An RAF bomb disposal officer has completed a six-month sabbatical working as the safety lead at Eton Dorney for the London 2012 Olympic and Paralympic rowing events.
Squadron Leader Tim Ellis was the man charged with the responsibility of ensuring all the rowing events passed off safely. Ultimately, if he said no, for whatever reason, then the event would not go ahead until he was happy.
The main challenge to safety when it comes to rowing is the weather. If it’s thunder and lightning or strong winds then I have to step in.
There were three occasions when Sqn Ldr Ellis had to enforce a stop to an activity during the Olympic and Paralympic Games:
There were three training sessions which I had to put a stop to,” he said. “When you consider you are interrupting four years of intense training for an athlete at probably the most critical time, it’s a tough call to have to make, but make it I had to do.
Sqn Ldr Ellis, who has over 21 years’ experience as a rower and event organiser, was approached by LOCOG (the London Organising Committee) in 2009 with a view to taking up this most challenging of positions.
After a number of interviews and with the kind permission of the Royal Air Force it was agreed that he’d be allowed six months’ unpaid leave from his duties as an RAF bomb disposal officer.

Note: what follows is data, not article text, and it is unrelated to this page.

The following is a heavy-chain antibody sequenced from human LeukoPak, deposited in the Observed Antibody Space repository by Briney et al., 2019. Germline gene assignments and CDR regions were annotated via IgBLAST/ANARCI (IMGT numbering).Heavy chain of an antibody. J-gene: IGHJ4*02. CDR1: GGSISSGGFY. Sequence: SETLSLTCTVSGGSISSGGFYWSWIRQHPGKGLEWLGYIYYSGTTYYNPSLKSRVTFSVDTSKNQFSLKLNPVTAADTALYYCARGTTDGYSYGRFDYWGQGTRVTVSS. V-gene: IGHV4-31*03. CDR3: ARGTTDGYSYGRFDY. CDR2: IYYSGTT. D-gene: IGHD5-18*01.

In the run-up to the Games, Sqn Ldr Ellis was busy with LOCOG in the planning for the highly successful Eton Dorney venue, drawing up safety regulations and providing his expert knowledge and experience of running such a prestigious event. Sqn Ldr Ellis had in fact held a similar position at the Rowing World Cup held at the same site in 2005.
Sqn Ldr Ellis’s main worry was that an incident would affect the races, but thankfully nothing happened and all went as planned.
For me the highlight of the games was watching Kath Grainger, finally and most deservedly, winning her gold medal in the Doubles’ Sculls. She is such a fantastic ambassador for both her country and the sport.
Sqn Ldr Ellis can now look forward to a well-earned rest as he takes a fortnight’s leave before he returns to his duties as Officer Commanding 5131 (Bomb Disposal) Squadron at RAF Wittering. However, he will return with many cherished memories of his once-in-a-lifetime experience; foremost will be the immense sense of teamwork among the volunteers:
They simply made it, none of this could’ve happened without their wonderful contribution.